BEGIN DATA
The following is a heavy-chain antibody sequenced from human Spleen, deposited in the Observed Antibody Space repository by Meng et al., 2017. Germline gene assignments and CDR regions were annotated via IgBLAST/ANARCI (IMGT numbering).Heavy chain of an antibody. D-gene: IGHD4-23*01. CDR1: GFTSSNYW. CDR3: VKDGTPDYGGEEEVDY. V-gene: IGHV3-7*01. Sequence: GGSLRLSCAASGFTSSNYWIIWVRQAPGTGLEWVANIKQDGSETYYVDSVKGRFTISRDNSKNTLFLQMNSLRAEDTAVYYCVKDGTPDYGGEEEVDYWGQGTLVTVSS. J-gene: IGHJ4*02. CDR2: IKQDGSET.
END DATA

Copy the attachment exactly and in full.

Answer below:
The following is a heavy-chain antibody sequenced from human Spleen, deposited in the Observed Antibody Space repository by Meng et al., 2017. Germline gene assignments and CDR regions were annotated via IgBLAST/ANARCI (IMGT numbering).Heavy chain of an antibody. D-gene: IGHD4-23*01. CDR1: GFTSSNYW. CDR3: VKDGTPDYGGEEEVDY. V-gene: IGHV3-7*01. Sequence: GGSLRLSCAASGFTSSNYWIIWVRQAPGTGLEWVANIKQDGSETYYVDSVKGRFTISRDNSKNTLFLQMNSLRAEDTAVYYCVKDGTPDYGGEEEVDYWGQGTLVTVSS. J-gene: IGHJ4*02. CDR2: IKQDGSET.